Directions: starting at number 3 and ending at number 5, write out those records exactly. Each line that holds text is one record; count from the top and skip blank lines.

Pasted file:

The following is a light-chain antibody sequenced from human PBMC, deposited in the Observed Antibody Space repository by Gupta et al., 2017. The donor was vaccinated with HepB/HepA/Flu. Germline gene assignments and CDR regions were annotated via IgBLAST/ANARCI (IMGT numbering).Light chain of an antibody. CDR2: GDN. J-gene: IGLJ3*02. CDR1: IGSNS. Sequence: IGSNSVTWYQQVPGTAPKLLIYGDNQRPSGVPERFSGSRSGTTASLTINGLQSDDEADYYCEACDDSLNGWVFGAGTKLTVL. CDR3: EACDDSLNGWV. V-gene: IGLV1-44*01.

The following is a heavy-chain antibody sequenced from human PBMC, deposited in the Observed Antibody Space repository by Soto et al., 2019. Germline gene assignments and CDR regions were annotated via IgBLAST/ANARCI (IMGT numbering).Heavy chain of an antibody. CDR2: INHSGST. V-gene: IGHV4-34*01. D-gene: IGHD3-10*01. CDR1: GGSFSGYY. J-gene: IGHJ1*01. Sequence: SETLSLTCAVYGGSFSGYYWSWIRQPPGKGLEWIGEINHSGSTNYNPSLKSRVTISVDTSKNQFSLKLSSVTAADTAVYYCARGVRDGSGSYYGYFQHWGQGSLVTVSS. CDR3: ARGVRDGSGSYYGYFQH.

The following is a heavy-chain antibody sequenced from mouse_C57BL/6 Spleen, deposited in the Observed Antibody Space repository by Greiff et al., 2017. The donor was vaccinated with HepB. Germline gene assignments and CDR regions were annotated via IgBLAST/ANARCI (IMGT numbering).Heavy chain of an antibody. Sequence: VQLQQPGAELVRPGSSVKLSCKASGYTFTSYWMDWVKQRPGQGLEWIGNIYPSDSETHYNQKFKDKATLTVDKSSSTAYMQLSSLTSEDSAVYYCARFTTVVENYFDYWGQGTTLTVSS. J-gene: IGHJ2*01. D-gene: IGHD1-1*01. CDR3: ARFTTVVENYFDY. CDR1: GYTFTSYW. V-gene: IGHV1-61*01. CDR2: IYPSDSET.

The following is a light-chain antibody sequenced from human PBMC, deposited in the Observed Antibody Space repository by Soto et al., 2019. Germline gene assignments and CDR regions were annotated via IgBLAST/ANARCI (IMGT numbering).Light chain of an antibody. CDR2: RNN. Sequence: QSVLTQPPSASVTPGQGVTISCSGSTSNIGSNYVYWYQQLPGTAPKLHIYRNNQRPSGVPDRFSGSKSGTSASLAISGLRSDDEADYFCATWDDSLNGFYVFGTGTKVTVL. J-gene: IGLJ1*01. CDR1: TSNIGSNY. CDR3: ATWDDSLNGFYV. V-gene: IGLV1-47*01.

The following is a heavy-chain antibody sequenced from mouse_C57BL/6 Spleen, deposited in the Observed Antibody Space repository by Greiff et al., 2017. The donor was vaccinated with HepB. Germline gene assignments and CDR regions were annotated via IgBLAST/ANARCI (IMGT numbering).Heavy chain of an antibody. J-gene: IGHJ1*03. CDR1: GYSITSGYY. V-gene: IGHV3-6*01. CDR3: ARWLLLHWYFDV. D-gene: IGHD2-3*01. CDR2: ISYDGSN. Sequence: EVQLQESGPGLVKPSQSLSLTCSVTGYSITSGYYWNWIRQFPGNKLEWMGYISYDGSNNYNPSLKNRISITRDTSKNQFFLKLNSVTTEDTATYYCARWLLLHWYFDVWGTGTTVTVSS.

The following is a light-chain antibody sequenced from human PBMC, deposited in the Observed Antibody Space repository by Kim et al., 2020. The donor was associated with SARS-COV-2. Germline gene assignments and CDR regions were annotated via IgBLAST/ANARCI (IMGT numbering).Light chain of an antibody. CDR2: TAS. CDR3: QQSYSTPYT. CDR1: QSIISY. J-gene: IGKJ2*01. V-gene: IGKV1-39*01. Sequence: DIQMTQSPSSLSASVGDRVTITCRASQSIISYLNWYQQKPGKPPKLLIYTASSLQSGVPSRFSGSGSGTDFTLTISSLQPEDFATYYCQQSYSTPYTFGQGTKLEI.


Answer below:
The following is a heavy-chain antibody sequenced from mouse_C57BL/6 Spleen, deposited in the Observed Antibody Space repository by Greiff et al., 2017. The donor was vaccinated with HepB. Germline gene assignments and CDR regions were annotated via IgBLAST/ANARCI (IMGT numbering).Heavy chain of an antibody. Sequence: VQLQQPGAELVRPGSSVKLSCKASGYTFTSYWMDWVKQRPGQGLEWIGNIYPSDSETHYNQKFKDKATLTVDKSSSTAYMQLSSLTSEDSAVYYCARFTTVVENYFDYWGQGTTLTVSS. J-gene: IGHJ2*01. D-gene: IGHD1-1*01. CDR3: ARFTTVVENYFDY. CDR1: GYTFTSYW. V-gene: IGHV1-61*01. CDR2: IYPSDSET.

The following is a light-chain antibody sequenced from human PBMC, deposited in the Observed Antibody Space repository by Soto et al., 2019. Germline gene assignments and CDR regions were annotated via IgBLAST/ANARCI (IMGT numbering).Light chain of an antibody. CDR2: RNN. Sequence: QSVLTQPPSASVTPGQGVTISCSGSTSNIGSNYVYWYQQLPGTAPKLHIYRNNQRPSGVPDRFSGSKSGTSASLAISGLRSDDEADYFCATWDDSLNGFYVFGTGTKVTVL. J-gene: IGLJ1*01. CDR1: TSNIGSNY. CDR3: ATWDDSLNGFYV. V-gene: IGLV1-47*01.

The following is a heavy-chain antibody sequenced from mouse_C57BL/6 Spleen, deposited in the Observed Antibody Space repository by Greiff et al., 2017. The donor was vaccinated with HepB. Germline gene assignments and CDR regions were annotated via IgBLAST/ANARCI (IMGT numbering).Heavy chain of an antibody. J-gene: IGHJ1*03. CDR1: GYSITSGYY. V-gene: IGHV3-6*01. CDR3: ARWLLLHWYFDV. D-gene: IGHD2-3*01. CDR2: ISYDGSN. Sequence: EVQLQESGPGLVKPSQSLSLTCSVTGYSITSGYYWNWIRQFPGNKLEWMGYISYDGSNNYNPSLKNRISITRDTSKNQFFLKLNSVTTEDTATYYCARWLLLHWYFDVWGTGTTVTVSS.